The National Football League has had to make a lot of changes this year due to safety concerns about the coronavirus epidemic. Now pro football is making what may be its biggest change yet. Instead of holding a live Pro Bowl all-star game, the league will turn the game into a Madden NFL 21 video game. Fans, players and coaches still will get to vote who deserves to be an all-star, but the game will be played virtually online. In addition, in the week leading up to the Pro Bowl, Madden NFL 21 will team up with the NFL to present a series of matchups featuring celebrities, NFL legends and current players. Voting for players for the Pro Bowl will continue through December 17 on Madden NFL 21’s mobile and console versions, on NFL.com and on the Twitter social media platform. One-third of the vote used to determine this year's Pro Bowlers will come from the fans, one-third from players and one-third from the league's coaches. A total of 88 players will be selected, 44 each from the NFC and AFC divisions. The decision to turn the Pro Bowl into a video game was made to keep fans and players safe during the coronavirus epidemic. What other activities could be turned into video games that would be fun to play? With a partner, use the newspaper or Internet to find and study a story or photo of an activity people like to do. Brainstorm a way to turn this activity into a video game. Give your game a fun name and write a paragraph describing how it might be played.

Common Core State Standards: Writing informative/explanatory texts to examine a topic and convey ideas and information clearly; citing specific textual evidence when writing or speaking to support conclusions.

3. Beautiful Rocks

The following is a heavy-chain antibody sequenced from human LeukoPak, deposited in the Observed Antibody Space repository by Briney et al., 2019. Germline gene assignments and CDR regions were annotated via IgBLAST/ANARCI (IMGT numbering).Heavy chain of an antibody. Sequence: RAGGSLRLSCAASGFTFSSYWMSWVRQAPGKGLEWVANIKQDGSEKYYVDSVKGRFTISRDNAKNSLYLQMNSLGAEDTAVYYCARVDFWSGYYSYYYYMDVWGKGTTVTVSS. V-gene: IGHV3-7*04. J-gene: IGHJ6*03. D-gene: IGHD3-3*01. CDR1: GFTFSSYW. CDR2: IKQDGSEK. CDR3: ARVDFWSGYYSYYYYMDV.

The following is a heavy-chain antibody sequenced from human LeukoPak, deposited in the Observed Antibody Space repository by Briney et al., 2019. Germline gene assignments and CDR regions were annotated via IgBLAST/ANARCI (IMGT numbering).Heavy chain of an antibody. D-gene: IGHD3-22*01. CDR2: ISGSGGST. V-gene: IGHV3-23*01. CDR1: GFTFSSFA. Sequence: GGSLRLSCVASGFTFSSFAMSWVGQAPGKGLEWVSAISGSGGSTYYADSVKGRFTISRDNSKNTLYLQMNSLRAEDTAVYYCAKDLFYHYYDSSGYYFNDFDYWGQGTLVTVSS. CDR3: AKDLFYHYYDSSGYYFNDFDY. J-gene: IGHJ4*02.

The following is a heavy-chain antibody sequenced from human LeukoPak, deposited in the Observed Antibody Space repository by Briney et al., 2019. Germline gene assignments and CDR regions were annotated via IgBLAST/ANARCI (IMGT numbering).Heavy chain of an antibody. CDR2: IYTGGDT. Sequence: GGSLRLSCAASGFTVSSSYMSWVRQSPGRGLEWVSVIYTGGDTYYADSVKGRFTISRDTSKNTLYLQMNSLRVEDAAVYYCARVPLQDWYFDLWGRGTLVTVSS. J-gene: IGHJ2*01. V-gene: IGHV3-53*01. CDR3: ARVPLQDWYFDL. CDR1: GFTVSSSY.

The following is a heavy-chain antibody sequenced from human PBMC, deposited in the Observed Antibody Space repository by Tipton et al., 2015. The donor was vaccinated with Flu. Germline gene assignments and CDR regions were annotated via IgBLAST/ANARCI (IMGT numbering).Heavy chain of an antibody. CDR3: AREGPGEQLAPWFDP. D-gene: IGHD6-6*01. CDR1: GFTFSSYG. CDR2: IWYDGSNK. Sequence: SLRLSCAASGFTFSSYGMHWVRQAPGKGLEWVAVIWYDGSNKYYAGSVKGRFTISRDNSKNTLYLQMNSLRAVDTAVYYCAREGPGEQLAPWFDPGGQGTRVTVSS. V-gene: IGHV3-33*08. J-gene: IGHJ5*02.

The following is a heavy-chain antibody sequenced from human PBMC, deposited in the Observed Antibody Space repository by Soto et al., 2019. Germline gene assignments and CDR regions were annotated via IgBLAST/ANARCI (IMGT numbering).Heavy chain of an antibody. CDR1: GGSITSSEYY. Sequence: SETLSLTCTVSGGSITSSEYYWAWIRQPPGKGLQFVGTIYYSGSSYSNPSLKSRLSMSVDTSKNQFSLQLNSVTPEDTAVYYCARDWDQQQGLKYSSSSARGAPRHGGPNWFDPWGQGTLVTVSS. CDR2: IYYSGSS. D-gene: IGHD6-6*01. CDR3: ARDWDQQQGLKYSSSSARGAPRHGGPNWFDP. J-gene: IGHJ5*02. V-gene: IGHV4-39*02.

Several years ago, pet rocks became hugely popular across America as toys or odd gifts. This fall painted rocks are getting wide attention in the state of Texas and the rest of the nation. Their popularity can be traced to two families in the city of Grapevine, who joined forces to decorate a nature trail with colorful rocks painted with images ranging from animals to heroes to cartoon characters. The first rocks were painted by Ron Olsen and his three grown children in March as a community project they could do during the early months of the coronavirus epidemic. After seeing them, Chris Penny and his two pre-teen daughters decided they also wanted to paint rocks to dress up the nature trail in Parr Park. After painting several dozen rocks with his daughters, and buying dozens more online, Penny posted about the project on Facebook and asked if anyone would like to contribute, the Washington Post newspaper reported. He offered to pay the postage for sending them, and the rocks started pouring in from all over the country. The total now tops 4,000, and the trail has been nicknamed the Parr Park Rock Art Trail. “I’m delighted that it’s brought so much joy to people,” Olsen said. Art can bring joy to people in many situations. In the newspaper or online, find and closely read a story about someone who could use a little joy in their life. Use what you read to create an artwork that would be joyous or uplifting to this person. Write a note to the person expressing how you hope they enjoy the artwork. Send your art and note to the person, if you like.